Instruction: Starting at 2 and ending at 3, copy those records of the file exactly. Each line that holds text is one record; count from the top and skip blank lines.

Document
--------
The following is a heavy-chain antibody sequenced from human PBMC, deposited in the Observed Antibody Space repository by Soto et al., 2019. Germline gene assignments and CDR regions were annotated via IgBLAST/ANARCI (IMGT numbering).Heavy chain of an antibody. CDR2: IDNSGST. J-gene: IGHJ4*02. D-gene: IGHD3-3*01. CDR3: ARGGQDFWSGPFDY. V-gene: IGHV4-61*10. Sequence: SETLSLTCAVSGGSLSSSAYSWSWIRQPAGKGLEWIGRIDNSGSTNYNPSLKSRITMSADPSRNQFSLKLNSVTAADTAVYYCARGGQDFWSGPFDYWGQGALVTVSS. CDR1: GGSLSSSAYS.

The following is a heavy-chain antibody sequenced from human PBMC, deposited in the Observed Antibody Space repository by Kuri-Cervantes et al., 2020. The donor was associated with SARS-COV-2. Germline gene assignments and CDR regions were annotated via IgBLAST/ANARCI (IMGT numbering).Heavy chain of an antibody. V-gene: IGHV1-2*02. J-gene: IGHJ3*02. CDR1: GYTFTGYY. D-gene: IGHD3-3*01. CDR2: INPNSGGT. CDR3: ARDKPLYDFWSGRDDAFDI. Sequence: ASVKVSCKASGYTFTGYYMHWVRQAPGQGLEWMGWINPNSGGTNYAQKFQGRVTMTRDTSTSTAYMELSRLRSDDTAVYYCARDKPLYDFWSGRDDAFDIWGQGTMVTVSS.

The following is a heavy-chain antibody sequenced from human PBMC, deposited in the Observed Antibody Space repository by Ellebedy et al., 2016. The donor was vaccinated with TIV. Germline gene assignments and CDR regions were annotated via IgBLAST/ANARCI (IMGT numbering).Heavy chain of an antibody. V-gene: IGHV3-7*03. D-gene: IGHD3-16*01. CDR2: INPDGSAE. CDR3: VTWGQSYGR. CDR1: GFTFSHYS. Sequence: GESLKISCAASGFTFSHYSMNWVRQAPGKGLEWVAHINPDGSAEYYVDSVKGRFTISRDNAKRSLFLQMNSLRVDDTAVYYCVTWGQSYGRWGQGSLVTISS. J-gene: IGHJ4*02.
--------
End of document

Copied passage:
The following is a heavy-chain antibody sequenced from human PBMC, deposited in the Observed Antibody Space repository by Kuri-Cervantes et al., 2020. The donor was associated with SARS-COV-2. Germline gene assignments and CDR regions were annotated via IgBLAST/ANARCI (IMGT numbering).Heavy chain of an antibody. V-gene: IGHV1-2*02. J-gene: IGHJ3*02. CDR1: GYTFTGYY. D-gene: IGHD3-3*01. CDR2: INPNSGGT. CDR3: ARDKPLYDFWSGRDDAFDI. Sequence: ASVKVSCKASGYTFTGYYMHWVRQAPGQGLEWMGWINPNSGGTNYAQKFQGRVTMTRDTSTSTAYMELSRLRSDDTAVYYCARDKPLYDFWSGRDDAFDIWGQGTMVTVSS.

The following is a heavy-chain antibody sequenced from human PBMC, deposited in the Observed Antibody Space repository by Ellebedy et al., 2016. The donor was vaccinated with TIV. Germline gene assignments and CDR regions were annotated via IgBLAST/ANARCI (IMGT numbering).Heavy chain of an antibody. V-gene: IGHV3-7*03. D-gene: IGHD3-16*01. CDR2: INPDGSAE. CDR3: VTWGQSYGR. CDR1: GFTFSHYS. Sequence: GESLKISCAASGFTFSHYSMNWVRQAPGKGLEWVAHINPDGSAEYYVDSVKGRFTISRDNAKRSLFLQMNSLRVDDTAVYYCVTWGQSYGRWGQGSLVTISS. J-gene: IGHJ4*02.